I've always loved birthdays. Excitement ensues the minute some of our feet hit the floor, with enthusiastic spouses or kid-tackles in the morning, phone calls and social media notifications.
In our family, the celebration begins at the crack of dawn. Our kids are stirred awake by the glowing flicker of candles at their bedside. Their first tasks of the day include blowing out candles and eating cake for breakfast. It's a glorious tradition!
This week I celebrated a birthday. 30 again, how about that! With pure joy, I see it as an opportunity to pass along gifts to you, dear online friends. A few of my favorite books will be flying through the post and landing on the doorsteps of three lucky readers.
Did you know that birthdays weren't a big deal to our friends living in Bible times? Early Jews and Christian converts were more likely to celebrate their dates of death - the moment they passed from this world to the next. (Eccl. 7:1)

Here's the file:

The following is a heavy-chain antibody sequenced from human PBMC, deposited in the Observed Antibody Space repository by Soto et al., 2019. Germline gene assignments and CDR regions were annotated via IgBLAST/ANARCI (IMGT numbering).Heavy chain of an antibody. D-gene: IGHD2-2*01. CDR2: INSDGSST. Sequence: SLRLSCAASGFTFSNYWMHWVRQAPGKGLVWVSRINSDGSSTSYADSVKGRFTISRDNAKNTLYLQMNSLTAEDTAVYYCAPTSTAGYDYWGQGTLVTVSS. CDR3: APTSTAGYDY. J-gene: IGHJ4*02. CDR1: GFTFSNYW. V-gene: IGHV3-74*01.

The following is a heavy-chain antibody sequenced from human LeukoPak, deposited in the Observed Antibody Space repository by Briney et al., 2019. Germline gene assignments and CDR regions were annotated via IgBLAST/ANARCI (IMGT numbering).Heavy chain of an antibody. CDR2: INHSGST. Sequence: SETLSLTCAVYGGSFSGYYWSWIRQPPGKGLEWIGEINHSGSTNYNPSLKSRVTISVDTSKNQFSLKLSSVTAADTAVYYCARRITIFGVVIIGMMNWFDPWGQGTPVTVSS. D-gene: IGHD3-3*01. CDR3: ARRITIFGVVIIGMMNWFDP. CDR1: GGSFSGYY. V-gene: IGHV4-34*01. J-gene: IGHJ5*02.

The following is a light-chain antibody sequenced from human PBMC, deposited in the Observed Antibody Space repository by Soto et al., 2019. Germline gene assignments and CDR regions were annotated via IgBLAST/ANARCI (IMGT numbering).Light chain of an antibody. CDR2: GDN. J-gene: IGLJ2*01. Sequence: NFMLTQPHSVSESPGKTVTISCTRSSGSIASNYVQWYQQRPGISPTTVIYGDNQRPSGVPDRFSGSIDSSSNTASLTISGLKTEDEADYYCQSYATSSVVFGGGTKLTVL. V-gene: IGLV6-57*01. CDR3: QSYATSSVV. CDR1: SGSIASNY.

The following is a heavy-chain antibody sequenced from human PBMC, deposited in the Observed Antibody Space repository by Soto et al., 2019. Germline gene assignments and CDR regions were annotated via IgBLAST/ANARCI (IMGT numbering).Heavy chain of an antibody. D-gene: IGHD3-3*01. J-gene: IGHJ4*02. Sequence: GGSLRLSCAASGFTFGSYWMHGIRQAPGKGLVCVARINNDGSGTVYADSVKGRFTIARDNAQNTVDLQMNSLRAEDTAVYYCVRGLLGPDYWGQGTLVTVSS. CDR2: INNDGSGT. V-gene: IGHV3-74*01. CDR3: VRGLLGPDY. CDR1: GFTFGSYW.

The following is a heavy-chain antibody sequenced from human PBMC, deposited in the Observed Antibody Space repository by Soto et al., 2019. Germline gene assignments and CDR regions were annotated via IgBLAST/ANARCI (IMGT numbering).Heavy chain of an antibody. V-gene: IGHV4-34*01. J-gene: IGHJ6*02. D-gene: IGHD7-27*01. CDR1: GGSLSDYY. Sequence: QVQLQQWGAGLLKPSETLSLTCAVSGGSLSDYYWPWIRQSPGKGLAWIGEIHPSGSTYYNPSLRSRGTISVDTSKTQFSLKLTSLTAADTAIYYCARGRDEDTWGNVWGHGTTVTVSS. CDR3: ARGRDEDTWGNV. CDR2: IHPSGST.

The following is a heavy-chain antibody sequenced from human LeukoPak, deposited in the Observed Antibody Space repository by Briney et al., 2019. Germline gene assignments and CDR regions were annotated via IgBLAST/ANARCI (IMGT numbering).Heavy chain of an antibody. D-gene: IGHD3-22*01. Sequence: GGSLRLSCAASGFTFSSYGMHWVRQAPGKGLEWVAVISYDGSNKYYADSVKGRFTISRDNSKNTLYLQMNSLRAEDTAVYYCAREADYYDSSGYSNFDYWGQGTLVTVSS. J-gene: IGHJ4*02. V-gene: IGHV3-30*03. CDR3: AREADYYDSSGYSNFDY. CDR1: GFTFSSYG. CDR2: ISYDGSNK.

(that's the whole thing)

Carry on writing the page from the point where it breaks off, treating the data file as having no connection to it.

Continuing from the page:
In fact, this is part of the reason we're not entirely sure when Jesus was born. It just wasn't important to the record-keepers of the time. Here are a few fun facts about the rituals we typically associate with the birthday celebration:
1. Candle-topped round cakes were a part of Greek culture and were eventually adopted by the Romans. Worshippers placed them on the temple stairs of Artemis (goddess of the wilderness, childbirth, and virginity). Blowing out the flames was a symbol of good luck. It was believed that wishes would be granted to the birthday boy or girl.
2. A popular reference to a birthday celebration in the Bible is found in Genesis. Some of us may remember the Pharaoh's displeasure with his baker. You can read more in Genesis 40:20-22.
3. The giving of gifts represented an act of offering to pagan gods. Not unlike our contemporary Christmas, the pagan ritual was re-imagined and integrated into Christian culture.
4. Birthday cakes can also be traced back to the lowlands of Scotland. They were called Nur-cakes, in celebration of an old-birth festival held around Christmas every year.
5. "May you live to be 120," is a birthday blessing given by Jews in remembrance of Moses. A long legacy of godly living is certainly something to be celebrated.
Want more? You can enjoy other fun birthday facts here:
May you live to be 120,
M.S. in Marriage and Family Therapy. Earns Crossfit participation trophies. Disaster cook. Enthusiastic wife. #Boymom. Clutches her faith, not her pearls.